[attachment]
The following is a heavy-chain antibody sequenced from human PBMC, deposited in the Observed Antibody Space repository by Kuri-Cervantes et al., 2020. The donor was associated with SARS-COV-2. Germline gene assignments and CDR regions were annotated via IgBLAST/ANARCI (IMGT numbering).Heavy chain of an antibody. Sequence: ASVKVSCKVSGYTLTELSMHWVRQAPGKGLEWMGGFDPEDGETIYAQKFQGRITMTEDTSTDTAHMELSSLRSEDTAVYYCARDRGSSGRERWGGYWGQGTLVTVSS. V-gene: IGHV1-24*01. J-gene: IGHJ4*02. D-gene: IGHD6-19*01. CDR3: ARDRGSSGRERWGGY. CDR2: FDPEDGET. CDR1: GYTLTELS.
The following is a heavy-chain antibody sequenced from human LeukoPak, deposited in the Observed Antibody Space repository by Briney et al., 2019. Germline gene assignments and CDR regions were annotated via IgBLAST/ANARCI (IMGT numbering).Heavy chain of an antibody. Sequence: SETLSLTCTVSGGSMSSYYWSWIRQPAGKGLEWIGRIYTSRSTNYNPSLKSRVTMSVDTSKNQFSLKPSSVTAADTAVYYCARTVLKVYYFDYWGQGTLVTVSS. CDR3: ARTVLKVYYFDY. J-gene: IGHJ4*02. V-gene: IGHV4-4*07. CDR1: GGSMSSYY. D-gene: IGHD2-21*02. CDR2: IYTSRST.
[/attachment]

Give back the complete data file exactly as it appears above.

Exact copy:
The following is a heavy-chain antibody sequenced from human PBMC, deposited in the Observed Antibody Space repository by Kuri-Cervantes et al., 2020. The donor was associated with SARS-COV-2. Germline gene assignments and CDR regions were annotated via IgBLAST/ANARCI (IMGT numbering).Heavy chain of an antibody. Sequence: ASVKVSCKVSGYTLTELSMHWVRQAPGKGLEWMGGFDPEDGETIYAQKFQGRITMTEDTSTDTAHMELSSLRSEDTAVYYCARDRGSSGRERWGGYWGQGTLVTVSS. V-gene: IGHV1-24*01. J-gene: IGHJ4*02. D-gene: IGHD6-19*01. CDR3: ARDRGSSGRERWGGY. CDR2: FDPEDGET. CDR1: GYTLTELS.
The following is a heavy-chain antibody sequenced from human LeukoPak, deposited in the Observed Antibody Space repository by Briney et al., 2019. Germline gene assignments and CDR regions were annotated via IgBLAST/ANARCI (IMGT numbering).Heavy chain of an antibody. Sequence: SETLSLTCTVSGGSMSSYYWSWIRQPAGKGLEWIGRIYTSRSTNYNPSLKSRVTMSVDTSKNQFSLKPSSVTAADTAVYYCARTVLKVYYFDYWGQGTLVTVSS. CDR3: ARTVLKVYYFDY. J-gene: IGHJ4*02. V-gene: IGHV4-4*07. CDR1: GGSMSSYY. D-gene: IGHD2-21*02. CDR2: IYTSRST.